Wednesday, October 30, 2013

New Eldritch Kickstarter Stretch Goal

Oh, cool.

Dan has revealed a new stretch goal - a Shaintar adventure for Eldritch.
Sean Patrick Fannon of Evil Beagle Games has agreed to pen a bonus adventure for the Eldritch RPG in PDF format upon this Kickstarter reaching the goal of $4500. Yes, this is in addition to the free adventure I'm throwing in, AND in addition to the online character and monster generator at $4500.  
He will write a short work set in the world of Shaintar (roughly 20 pages), showcasing Eldritch RPG's flexibility and adaptability to other worlds. It will also serve as an excellent introduction for fans of Shaintar to introduce the world to their players, regardless of game system. This extra adventure shall be granted to all pledge levels from $15 up! 
C'mon, let's get this thing done!

Monday, October 28, 2013

Monday, October 21, 2013

Torchbearer arrived!

My copy of Torchbearer arrived on Saturday. And wow! I love it. The Pete Mullen cover is fantastic. The overall production quality is higher than the already high marks set by BWHQ. The book itself feels great in the hands. Now it's time to light some torches and embark on adventure for loot!

Pics to come.

Thursday, October 17, 2013

Eldritch RPG Kickstarter

I'm glad to see that Dan has launched the Eldritch RPG: Revised Edition Kickstarter campaign. It's a heck of a good game. The exclusion of monsters, traps, and treasure in the original book did ding it a bit. Even so, we've had a lot of fun with Eldritch. The Kickstarter will set things straight. I liked it enough to create my own character sheet, so no empty rah-rah-you-should-back-it! stuff here.

After our first spin, here's a look at some of what I said about Eldritch:

The combat was very rapidly resolved and very, very descriptive. It's an interesting take not to roll to hit but to roll to see how much "potential harm" the target must mitigate. As points were whittled from the various defense pools the narration flowed.

The game has structure but isn't rigid.
As GM it feels okay to wing it which is nice. But the system doesn't force that kind of style. It just doesn't feel like you're going to destroy the session by accidentally making things too difficult. I'm lovin' it.

Magic doesn't often play a large role in our games, even when it's so-called traditional fantasy. But that doesn't mean that we don't like a little fantasticality.

Desperately Althea and Jip run from the orc hunting party. They find an outcropping of rocks where each is large enough for trees to grow on top of. The climb is difficult and Althea makes her way to the top while Jip hides in a crevice and the situation becomes a siege with the ranger defending the top of the giant rock.The orcs chop down trees and use them as makeshift ladders to scale their way to the top. By one and by two they push themselves atop but are mowed down by accurate bow fire even in almost complete darkness. Finally a single orc makes his way to Althea and is about to strike when the rest of the orc hunting party arrives. In that moment the thief scrambles to the top to help his friend. 
The chieftain who is an NPC challenges the PC ranger for initiative and wins. He lobs a gas globe filled with sleep gas to the top. It shatters causing the ranger and the remaining orc to lose consciousness. The gnome thief gets woozy but stays on his feet and scrambles down the back side of the rock and watches from a bear den the mistreatment and shackling of the ranger.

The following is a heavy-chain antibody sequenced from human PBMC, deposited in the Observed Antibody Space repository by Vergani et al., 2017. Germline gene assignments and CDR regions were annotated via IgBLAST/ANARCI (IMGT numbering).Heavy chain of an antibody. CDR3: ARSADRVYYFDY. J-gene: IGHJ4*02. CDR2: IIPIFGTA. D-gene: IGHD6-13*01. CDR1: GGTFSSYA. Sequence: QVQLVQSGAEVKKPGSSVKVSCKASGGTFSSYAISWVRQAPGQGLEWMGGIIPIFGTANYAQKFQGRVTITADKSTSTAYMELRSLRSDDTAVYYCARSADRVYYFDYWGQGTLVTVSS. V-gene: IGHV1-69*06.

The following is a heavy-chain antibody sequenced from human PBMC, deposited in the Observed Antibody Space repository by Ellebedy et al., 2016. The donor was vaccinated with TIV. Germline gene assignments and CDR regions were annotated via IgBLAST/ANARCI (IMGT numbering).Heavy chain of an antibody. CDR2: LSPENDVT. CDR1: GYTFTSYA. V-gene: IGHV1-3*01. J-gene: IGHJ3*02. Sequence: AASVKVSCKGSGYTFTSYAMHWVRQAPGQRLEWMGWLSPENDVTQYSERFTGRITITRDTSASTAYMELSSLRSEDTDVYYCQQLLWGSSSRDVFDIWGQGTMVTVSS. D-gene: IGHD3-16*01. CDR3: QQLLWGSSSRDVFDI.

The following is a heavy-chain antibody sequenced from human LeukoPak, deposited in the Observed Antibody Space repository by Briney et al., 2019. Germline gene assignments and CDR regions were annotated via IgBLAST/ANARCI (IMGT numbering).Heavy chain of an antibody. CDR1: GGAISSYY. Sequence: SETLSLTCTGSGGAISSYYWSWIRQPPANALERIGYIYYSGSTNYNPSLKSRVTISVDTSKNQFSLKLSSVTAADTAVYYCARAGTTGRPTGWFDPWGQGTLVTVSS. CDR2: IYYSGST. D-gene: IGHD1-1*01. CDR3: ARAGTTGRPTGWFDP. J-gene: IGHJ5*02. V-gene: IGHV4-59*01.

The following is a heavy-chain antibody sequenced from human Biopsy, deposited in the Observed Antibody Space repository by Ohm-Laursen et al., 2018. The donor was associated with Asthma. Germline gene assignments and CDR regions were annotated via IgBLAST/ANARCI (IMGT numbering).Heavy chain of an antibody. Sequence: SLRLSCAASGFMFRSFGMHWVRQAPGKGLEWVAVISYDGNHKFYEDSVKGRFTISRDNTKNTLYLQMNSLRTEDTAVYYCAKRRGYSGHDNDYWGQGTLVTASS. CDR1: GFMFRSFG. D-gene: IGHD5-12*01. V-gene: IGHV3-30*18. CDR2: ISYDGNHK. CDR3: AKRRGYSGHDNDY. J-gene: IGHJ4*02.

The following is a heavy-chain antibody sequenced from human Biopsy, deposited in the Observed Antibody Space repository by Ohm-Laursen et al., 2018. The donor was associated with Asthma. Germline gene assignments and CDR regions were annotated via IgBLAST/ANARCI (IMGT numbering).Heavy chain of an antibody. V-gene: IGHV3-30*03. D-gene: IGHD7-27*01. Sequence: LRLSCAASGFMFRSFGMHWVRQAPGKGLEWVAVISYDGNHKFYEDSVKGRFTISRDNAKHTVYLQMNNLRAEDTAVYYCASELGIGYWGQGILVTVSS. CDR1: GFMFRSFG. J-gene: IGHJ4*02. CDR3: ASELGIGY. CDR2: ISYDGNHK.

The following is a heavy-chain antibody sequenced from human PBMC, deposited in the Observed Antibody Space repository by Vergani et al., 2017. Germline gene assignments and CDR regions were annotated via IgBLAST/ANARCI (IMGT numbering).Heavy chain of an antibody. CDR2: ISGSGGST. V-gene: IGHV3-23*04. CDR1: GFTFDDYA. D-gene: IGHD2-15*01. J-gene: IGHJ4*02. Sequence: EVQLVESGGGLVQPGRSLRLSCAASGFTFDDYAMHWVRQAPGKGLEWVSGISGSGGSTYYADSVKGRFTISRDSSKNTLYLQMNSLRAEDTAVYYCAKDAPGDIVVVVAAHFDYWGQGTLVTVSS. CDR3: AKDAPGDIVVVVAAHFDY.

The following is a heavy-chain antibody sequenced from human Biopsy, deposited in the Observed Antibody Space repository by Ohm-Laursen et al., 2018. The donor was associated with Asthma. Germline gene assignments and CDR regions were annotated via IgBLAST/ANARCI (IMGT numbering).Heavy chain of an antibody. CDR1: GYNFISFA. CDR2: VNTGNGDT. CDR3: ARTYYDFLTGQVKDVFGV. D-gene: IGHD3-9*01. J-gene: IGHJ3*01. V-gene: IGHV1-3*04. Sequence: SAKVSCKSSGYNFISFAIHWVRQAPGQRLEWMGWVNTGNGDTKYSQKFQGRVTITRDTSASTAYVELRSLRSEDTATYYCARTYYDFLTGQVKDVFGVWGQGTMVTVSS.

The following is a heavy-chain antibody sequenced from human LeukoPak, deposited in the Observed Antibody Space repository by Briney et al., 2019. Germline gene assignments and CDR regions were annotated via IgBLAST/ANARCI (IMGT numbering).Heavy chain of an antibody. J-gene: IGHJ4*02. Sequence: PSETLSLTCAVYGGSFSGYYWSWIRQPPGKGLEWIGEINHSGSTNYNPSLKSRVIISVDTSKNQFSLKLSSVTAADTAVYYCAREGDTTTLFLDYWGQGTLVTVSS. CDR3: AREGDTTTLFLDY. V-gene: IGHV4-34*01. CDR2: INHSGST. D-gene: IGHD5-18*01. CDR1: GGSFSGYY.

The sleep gas had 2D12 effect and the targets had no chance of getting out of the radius reducing both the orc and the ranger's resilience to zero. They were out. 
Immediately the orcs got down off of the rock with the shackled ranger in tow. They began to set up camp in a shallow cave using cut trees as lean-tos to cover themselves from the coming day's sun. 
Jip the thief used cantrips (1 spell point each) to make the sound of small animals moving through the woods to draw the dogs off while he used another spell to call hundreds of carpenter ants to pull the shackle keys out of the cave and into the sun so that he could sneak up and take them in hand himself. 
From there he freed his friend and they barely got away with their lives; wounding the orc chieftain enough for him not to want to stick around as the sun became too much for him to bear. 
All in all, the magic system was VERY easy to run and adjudicate. We didn't run into any snags. It felt right.

Saturday, October 5, 2013

On Swords & Wizardry Complete Hardcover

Last Sunday, I ordered the Swords & Wizardry hardcover direct from Frog God Games. It arrived today, the following Saturday. Talk about service.

I've been playing S&W for a few years, starting with the WhiteBox and Core books from Lulu. When Complete was released back in 2010, for me, it jumped to the front of the S&W pack where it was competitive with other games that I like such as Castles & Crusades, feature-wise anyway.

While Complete saw a lot of play at the table, I didn't feel compelled to get the physical book. Then along came the S&W Kickstarter with the Errol Otis cover. Oh, boy. Barely. Held. Out.

I was hoping that the book would show up at my local game store. No such luck. Finally, I asked if they could get it in. Nope. So, off I went to the Frog God website and placed my order.

A year after the Kickstarter that tempted me so, Complete was finally on my doorstep.

It exceeds all expectations.